Following five years of great success, the Arkansas Children’s Hospital’s Center of Translational Pediatric Research (CTPR) has been awarded $11.5 million in Phase II funding by the National Institutes of Health (NIH). The center uses a cutting-edge systems biology approach, turning “Big Data” into usable information on how diseases like cancer form in children.
“We believe that research performed in this center will not only generate scientific knowledge and new technologies for studying disease formation but also will impact future clinical care by leading to the discovery of new treatment strategies translatable to the pediatric population,” Alan Tackett, Ph.D., associate director for basic research at the Arkansas Children’s Research Institute (ACRI) and director of the CTPR, said.
The NIH funding is part of a program called the Institutional Development Awards, meant to create world-class research environments, particularly in states that historically have received little NIH funding. The fact that Phase II funding has been provided shows that the NIH believes that the CTPR is set to become one of the nation’s premier sites for pediatric translational research. Should its success continue, the program will provide a total of 15 years-worth of funding. The CTPR has also received funding from a variety of other organizations, including the USDA, American Heart Association, Department of Defense and American Cancer Society.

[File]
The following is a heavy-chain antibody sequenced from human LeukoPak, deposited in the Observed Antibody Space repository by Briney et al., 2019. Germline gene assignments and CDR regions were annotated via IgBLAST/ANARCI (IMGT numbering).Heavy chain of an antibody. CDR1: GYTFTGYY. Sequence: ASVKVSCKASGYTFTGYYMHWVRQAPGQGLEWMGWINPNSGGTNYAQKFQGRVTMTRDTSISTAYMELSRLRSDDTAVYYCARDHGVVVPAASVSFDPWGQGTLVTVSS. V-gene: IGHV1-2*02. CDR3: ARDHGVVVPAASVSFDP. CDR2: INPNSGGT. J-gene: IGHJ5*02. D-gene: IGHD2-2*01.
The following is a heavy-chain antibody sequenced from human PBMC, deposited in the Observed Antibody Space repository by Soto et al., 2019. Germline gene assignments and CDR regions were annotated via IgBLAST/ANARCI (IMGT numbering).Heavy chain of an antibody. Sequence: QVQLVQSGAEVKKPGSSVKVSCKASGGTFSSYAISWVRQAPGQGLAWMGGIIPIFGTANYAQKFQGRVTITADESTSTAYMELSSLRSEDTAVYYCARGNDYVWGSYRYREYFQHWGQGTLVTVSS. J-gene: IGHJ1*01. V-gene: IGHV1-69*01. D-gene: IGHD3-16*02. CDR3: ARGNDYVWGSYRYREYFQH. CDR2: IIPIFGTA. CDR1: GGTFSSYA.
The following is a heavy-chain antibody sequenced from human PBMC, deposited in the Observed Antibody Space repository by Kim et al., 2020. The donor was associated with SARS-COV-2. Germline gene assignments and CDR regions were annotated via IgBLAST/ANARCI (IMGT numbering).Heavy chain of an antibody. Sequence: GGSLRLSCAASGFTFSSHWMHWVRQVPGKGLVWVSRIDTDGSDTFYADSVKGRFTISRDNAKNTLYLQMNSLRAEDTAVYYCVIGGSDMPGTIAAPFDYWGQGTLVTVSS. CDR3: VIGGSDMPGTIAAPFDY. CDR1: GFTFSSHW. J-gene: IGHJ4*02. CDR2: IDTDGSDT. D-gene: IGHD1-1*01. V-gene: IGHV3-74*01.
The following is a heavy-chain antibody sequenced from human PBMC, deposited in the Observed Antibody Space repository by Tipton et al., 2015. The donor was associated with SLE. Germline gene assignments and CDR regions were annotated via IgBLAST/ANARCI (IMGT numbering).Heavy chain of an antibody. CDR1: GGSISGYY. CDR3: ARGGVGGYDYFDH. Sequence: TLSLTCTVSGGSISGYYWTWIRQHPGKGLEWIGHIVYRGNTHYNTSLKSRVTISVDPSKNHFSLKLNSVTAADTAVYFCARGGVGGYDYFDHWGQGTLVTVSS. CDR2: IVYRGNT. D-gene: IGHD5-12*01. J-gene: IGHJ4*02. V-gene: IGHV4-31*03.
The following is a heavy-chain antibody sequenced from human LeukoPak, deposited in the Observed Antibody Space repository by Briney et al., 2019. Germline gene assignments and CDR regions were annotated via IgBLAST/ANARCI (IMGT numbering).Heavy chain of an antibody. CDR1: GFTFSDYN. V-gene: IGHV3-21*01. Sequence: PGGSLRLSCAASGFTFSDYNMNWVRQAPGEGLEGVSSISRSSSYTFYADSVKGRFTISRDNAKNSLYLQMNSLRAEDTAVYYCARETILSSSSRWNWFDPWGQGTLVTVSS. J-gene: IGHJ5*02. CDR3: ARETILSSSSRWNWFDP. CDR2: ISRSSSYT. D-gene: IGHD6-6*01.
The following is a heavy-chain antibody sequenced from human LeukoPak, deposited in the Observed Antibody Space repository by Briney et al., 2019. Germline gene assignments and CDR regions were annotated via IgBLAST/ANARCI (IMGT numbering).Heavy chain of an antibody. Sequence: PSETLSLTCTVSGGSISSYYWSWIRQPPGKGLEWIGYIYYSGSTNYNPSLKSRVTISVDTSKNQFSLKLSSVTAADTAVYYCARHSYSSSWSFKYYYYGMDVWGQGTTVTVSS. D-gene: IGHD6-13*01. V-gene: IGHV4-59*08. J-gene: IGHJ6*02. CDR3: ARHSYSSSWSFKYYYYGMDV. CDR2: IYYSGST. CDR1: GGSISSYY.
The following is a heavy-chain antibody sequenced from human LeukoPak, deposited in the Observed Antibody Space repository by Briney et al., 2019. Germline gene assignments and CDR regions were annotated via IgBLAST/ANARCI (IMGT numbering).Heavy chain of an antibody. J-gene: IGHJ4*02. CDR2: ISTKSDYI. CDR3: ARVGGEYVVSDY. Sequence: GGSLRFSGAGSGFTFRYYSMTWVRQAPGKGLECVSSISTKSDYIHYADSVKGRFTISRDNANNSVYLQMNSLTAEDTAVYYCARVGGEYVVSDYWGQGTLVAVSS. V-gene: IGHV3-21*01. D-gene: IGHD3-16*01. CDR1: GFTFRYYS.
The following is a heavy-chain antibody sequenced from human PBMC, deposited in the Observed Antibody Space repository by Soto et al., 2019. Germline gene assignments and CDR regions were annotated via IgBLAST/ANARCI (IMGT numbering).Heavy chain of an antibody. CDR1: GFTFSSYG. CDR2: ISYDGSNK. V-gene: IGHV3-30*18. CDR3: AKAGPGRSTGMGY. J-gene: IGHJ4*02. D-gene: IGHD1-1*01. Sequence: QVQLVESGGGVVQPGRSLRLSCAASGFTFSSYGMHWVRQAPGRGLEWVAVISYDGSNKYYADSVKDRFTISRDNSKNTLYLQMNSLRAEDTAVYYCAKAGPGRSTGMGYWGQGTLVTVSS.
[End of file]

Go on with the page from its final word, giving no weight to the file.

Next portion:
“During the past five years, we supported 13 junior faculty who received approximately $22 million of federal funding, demonstrating our commitment to, and progress towards, becoming a self-sustaining research center,” Tackett said. “Our successes in Phase I have set the stage for substantial growth to create a self-sustaining research center focusing on developing the next generation of therapies to treat diseases impacting children.”
Systems biology is a holistic approach to biology that focuses on the complex interactions between biological systems. Doing that effectively requires advanced mathematical and computational modeling to turn “bioinformatics,” vast quantities of biological information like genome mapping, into something that can be used for research. Trying to process that much raw data can be a major bottleneck, so the CTPR provides cutting-edge resources for data analysis and integration, which allows better and faster research into diseases that affect children.
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